Shake, rattle, and roll.
Residents say video taken inside a house on Maple Street in Providence during the I-195 Relocation Project in 2010 shows how that construction caused endless hours of vibration through the neighborhood.
They say the Rhode Island Department of Transportation is responsible. The residents say that construction cracked a foundation and also crushed three sewer connections.
Video of an aquarium inside 43 Maple St., taken by homeowner Michael Johnson Jr., shows what he says clearly demonstrates the extent of the shaking that was taking place.
Across the street at 48 Maple St., his dad, Michael Johnson Sr., says all that shaking crushed his sewer connection and that his family's been without toilet and shower use going on two-and-a-half years, with no resolution in sight.
Johnson Sr. has been on permanent disability after complications from a kidney transplant and has trouble getting around, which makes having to walk across the street or two blocks away to either of his daughters' houses to shower or go to the bathroom all the more difficult.
Technically, he lives with his daughters, but he and his wife keep up the house that is worth half of what they owe in mortgage.
"My sewer collapsed right near the latter part of their finishing the freeway and all their surrounding work," Johnson Sr. said.
It was the spring and summer of 2010, during the I-195 Relocation Project, a stone's throw from 48 Maple.
"I'm sure the problem that he's experiencing is a real problem. The issue that we had with it was whether or not we can directly relate it to the actual construction that was taking place on the Iway," said Frank Corrao, a RIDOT engineer.
Johnson Sr. said he's frustrated.
"They kept telling me to prove it, prove it, prove it. They're not listening to me" he said.
Johnson Sr.'s house is more than 100 years old. Could it be age of the pipe, a root clog? Or did the project rattle the sewer main in the street, cracking some connections on the block?
RIDOT said it put a seismic monitor at 301 Friendship St. to gauge the impact, but that's a block down and a block over, not right next to the construction.
Home video shows water sloshing around in an aquarium.
"There are probably vibrations experienced but they were at levels that would not be something that would actually cause any damage to a structure," Corrao said.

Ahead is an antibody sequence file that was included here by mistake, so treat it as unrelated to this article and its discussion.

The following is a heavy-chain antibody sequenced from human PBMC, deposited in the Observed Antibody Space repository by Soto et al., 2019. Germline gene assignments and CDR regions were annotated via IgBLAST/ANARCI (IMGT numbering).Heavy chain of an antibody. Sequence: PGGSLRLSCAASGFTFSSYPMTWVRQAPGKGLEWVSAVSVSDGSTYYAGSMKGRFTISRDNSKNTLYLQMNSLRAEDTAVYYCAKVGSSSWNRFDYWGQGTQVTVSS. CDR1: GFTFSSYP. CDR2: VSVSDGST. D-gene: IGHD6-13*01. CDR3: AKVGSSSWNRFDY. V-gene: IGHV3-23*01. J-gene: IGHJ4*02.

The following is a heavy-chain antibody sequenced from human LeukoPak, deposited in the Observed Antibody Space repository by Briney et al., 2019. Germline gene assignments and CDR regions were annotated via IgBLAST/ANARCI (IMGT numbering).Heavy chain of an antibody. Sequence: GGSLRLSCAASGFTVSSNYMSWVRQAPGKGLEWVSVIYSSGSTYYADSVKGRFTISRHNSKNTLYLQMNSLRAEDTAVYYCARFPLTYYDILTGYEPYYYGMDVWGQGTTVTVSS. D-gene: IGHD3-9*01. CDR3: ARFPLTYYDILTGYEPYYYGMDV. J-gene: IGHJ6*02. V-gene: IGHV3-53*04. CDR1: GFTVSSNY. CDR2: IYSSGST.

More video taken inside 43 Maple during the construction shows turbulent water in the family's aquarium.
But Johnson's not alone.
NBC 10 found two other homes on the same block, owned by the nonprofit Stop Wasting Abandoned Property hat had their sewer connections fail at the same time.
"It cost us about $22,000 dollars to fix it. We maintain from day one that this had to have been related" to the Iway project," SWAP executive director Carla DeStefano said.
Johnson Sr. lost his upstairs tenant when his sewer failed, putting him behind on his mortgage and ruining his credit so he couldn't get a federally backed loan with strict qualifications to do an emergency fix while he tangled with RIDOT.
The Providence mayor's office couldn't do anything about that, spokesperson David Ortiz said.
"It's unfortunate that Mr. Johnson didn't qualify," Ortiz said.
On top of all that, across the street, Johnson Jr. said the vibrations also cracked his foundation.
The Mayor's Office of Community Relations has reached out to Johnson Sr. to see if it can help.
"To find resources that are in the community that are, that exist for someone in his situation," Ortiz said.
Johnson Sr. is frustrated, but he's not giving up.
"Anyone get a chance for help, I applaud it. But where is it for the little people," he said.
RIDOT said it's the homeowner's responsibility to get a plumber to give a professional opinion as to what happened. RIDOT said it can't use taxpayer money to investigate every claim.
If it can be proven that RIDOT's responsible, it says it will fix the problem at no cost.
Johnson Sr. said he doesn't even have the money for that.